DEATH is inevitable, and comes when it has to. Nobody can predict when someone’s life would be taken away into eternity, except God.

Therefore people, especially politicians, need to be very careful about the way they handle issues of the death of prominent statesmen and their spouses, as well as other personalities who have served this country wholeheartedly, in order not to inflame passions and cause unnecessary anxiety among families, relatives, friends and the public, with false alarms of their deaths.

We are compelled to comment on this issue, based on the unfounded rumour of the sudden death of Mrs. Theresa Kufour, wife of former President, John Agyekum Kufour, which went viral in the social media, and seemed to have found space in some private newspapers and the airwaves as well.

The Spokesperson of the former First Family, Frank Agyekum, has rubbished the rumour, and described it as a blatant lie.

“Mrs. Kufour is there and there is nothing wrong with her at all. Whoever is fuelling this rumour, should be ashamed of himself. There is no truth in the story”, he assured.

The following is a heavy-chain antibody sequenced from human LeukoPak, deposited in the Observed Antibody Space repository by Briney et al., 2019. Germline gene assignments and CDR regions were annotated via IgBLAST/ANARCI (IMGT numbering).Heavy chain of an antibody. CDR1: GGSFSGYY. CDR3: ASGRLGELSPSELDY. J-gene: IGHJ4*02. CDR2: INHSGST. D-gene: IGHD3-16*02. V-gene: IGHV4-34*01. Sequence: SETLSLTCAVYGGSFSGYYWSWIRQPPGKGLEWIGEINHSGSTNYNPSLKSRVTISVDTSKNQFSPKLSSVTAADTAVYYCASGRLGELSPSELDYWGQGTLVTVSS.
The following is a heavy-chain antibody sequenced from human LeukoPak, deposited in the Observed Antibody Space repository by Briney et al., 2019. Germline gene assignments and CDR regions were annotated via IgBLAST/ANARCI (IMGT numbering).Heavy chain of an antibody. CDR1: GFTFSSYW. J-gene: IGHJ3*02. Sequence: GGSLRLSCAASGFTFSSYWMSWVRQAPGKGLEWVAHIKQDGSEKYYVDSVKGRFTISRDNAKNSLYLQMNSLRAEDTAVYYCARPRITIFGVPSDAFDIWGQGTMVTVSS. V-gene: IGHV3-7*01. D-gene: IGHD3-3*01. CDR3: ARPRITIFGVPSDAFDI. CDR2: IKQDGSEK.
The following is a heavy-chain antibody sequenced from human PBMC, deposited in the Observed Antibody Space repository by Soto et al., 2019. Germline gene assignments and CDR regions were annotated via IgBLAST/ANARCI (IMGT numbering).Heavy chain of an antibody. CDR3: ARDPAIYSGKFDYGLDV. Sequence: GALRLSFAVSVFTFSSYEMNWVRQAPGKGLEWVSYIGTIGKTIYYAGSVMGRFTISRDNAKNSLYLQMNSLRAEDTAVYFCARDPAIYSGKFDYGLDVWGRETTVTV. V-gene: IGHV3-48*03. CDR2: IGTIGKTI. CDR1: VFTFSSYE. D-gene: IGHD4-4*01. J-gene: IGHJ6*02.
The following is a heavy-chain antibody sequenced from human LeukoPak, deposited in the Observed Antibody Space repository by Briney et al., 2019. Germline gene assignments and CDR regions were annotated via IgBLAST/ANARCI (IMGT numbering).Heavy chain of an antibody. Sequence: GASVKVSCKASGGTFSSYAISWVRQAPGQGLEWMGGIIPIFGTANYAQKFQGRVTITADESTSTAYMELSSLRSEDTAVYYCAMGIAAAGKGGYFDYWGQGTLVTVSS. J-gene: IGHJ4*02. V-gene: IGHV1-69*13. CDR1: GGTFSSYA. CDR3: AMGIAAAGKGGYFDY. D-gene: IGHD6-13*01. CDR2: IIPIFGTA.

Speaking in an interview on a local Fm station, Mr. Agyekum dismissed the speculation, and advised Ghanaians not to kill people before they die naturally.

The Times shares the sentiments of the spokesperson of the former First Family, and cautions Ghanaians to be circumspect with the way they deal with issues concerning the lives of individuals in the society.

We recall, the late former President, Professor John Evans Atta Mills, suffered a similar fate. Though alive and kicking, people went round spreading falsehood about his demise, long before he was eventually called to eternity.

Similar rumours were circulated deliberately in the past, about other Ghanaians, which eventually turned out to be false.

We believe there is so much to engage our attention, as far as politics is concerned, rather than dwelling on personalities, and focusing on trivialities which would not put food on our tables.

It is necessary to remind those doing personality politics that, this country is above that; they should therefore, focus on development-based politics, for our collective good and socio-economic advancement.

Those who think they can use the social media to create disaffection, fear, panic and anxiety among the people, must reconsider their thoughts before being exposed and disgraced.

Falsehood and rumour-mongering are shameful, and have no place in our developmental agenda. We should therefore, not engage in them, at the expense of the public good. Enough of them!


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